US-based private spaceflight company Blue Origin yesterday announced plans for its largest rocket yet – the New Glenn.
Named after John Glenn, the first US astronaut to orbit the earth, the spacecraft will be able to launch large payloads into Earth orbit and beyond.
Run by Amazon founder and billionaire Jeff Bezos, Blue Origin is trying to make space more accessible through reusable rockets.
It has already demonstrated this capability on its New Shepard rocket – a suborbital space tourism platform – and plans to use this experience to build the New Glenn.
“Building, flying, landing, and re-flying New Shepard has taught us so much about how to design for practical, operable reusability. And New Glenn incorporates all of those learnings,” explained Bezos, CEO of Blue Origin.
The New Glenn itself will be one of the largest rockets ever built – taller and wider than the Delta IV operated by ULA and the Falcon 9 flown by SpaceX.
According to Blue Origin this spacecraft will be ready to fly before the end of the decade.
It will be 23 feet (7m) in diameter and lift off with 3.85 million pounds of thrust, which would make it also one of the most powerful rockets on the market.
To achieve this, the New Glenn will make use of no less than 7 BE-4 engines. The BE-4 itself is a highly advanced engine which uses a Methalox (Methane + Oxygen) fuel, which is superior to the fuels used in earlier rockets.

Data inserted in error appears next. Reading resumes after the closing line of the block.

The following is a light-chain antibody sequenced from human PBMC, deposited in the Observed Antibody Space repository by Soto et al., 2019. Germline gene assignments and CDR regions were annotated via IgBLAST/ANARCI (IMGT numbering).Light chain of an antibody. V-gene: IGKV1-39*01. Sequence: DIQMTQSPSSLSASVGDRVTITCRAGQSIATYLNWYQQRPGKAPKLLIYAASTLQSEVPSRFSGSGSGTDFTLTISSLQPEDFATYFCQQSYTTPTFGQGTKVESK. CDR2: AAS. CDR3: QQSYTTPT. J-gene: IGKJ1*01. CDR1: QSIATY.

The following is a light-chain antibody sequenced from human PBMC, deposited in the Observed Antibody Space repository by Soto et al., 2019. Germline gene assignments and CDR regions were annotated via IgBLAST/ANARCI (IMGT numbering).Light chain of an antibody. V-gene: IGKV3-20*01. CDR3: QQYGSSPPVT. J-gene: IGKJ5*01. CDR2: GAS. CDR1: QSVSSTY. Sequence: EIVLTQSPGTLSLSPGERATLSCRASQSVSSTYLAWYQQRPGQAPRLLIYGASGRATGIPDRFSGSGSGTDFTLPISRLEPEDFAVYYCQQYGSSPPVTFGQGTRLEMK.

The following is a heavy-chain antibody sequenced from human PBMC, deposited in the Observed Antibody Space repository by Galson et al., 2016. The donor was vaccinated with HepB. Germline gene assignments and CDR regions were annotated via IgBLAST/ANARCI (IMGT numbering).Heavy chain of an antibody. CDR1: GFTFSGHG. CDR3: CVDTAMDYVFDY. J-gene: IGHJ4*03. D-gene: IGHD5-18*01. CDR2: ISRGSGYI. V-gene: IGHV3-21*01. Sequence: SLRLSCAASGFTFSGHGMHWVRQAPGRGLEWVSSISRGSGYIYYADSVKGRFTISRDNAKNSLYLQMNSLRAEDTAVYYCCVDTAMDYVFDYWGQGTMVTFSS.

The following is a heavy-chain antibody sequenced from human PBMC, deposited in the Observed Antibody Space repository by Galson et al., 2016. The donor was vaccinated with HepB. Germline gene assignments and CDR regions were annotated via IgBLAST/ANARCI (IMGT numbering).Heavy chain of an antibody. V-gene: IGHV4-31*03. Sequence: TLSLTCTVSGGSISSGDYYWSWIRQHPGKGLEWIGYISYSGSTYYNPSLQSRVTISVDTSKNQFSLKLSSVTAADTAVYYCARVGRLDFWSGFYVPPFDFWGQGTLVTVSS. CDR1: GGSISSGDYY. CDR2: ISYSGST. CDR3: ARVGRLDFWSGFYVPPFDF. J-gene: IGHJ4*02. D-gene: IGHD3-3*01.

The craft will come in two variants, one with 2 stages which will stand 270ft (82.3m) high, and another with 3 stages that will be a massive 313ft (95.4m) tall.
Within both of these architectures the first stage will be able to perform a propulsive landing at its launch site, and then be re-used in future missions.
Bezos also confirmed that the New Glen would not just be used to cargo, but also for manned flights.
“New Glenn is designed to launch commercial satellites and to fly humans into space,” said Bezos.
“Our vision is millions of people living and working in space, and New Glenn is a very important step.”
Currently there is no information on the exact payload of the New Glenn, nor how it will compare on a cost-basis against similar offerings by competitors like SpaceX.